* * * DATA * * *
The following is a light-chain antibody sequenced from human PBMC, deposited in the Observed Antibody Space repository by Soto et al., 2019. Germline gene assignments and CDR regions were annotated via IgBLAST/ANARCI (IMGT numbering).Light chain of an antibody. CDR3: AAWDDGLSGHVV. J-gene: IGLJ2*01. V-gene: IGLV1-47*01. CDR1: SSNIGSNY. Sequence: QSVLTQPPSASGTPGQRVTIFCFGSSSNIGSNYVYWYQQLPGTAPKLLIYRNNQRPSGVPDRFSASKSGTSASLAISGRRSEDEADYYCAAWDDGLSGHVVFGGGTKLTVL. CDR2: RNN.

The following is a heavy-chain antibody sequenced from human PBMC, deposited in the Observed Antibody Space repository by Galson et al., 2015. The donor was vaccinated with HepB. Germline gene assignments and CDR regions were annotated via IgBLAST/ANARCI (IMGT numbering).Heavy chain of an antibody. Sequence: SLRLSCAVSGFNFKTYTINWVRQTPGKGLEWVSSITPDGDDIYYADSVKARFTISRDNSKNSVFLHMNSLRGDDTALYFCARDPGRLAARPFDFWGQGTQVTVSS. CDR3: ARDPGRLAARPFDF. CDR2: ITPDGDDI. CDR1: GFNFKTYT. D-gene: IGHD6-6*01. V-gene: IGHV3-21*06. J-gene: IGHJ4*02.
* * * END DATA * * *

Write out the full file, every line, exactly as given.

The following is a light-chain antibody sequenced from human PBMC, deposited in the Observed Antibody Space repository by Soto et al., 2019. Germline gene assignments and CDR regions were annotated via IgBLAST/ANARCI (IMGT numbering).Light chain of an antibody. CDR3: AAWDDGLSGHVV. J-gene: IGLJ2*01. V-gene: IGLV1-47*01. CDR1: SSNIGSNY. Sequence: QSVLTQPPSASGTPGQRVTIFCFGSSSNIGSNYVYWYQQLPGTAPKLLIYRNNQRPSGVPDRFSASKSGTSASLAISGRRSEDEADYYCAAWDDGLSGHVVFGGGTKLTVL. CDR2: RNN.

The following is a heavy-chain antibody sequenced from human PBMC, deposited in the Observed Antibody Space repository by Galson et al., 2015. The donor was vaccinated with HepB. Germline gene assignments and CDR regions were annotated via IgBLAST/ANARCI (IMGT numbering).Heavy chain of an antibody. Sequence: SLRLSCAVSGFNFKTYTINWVRQTPGKGLEWVSSITPDGDDIYYADSVKARFTISRDNSKNSVFLHMNSLRGDDTALYFCARDPGRLAARPFDFWGQGTQVTVSS. CDR3: ARDPGRLAARPFDF. CDR2: ITPDGDDI. CDR1: GFNFKTYT. D-gene: IGHD6-6*01. V-gene: IGHV3-21*06. J-gene: IGHJ4*02.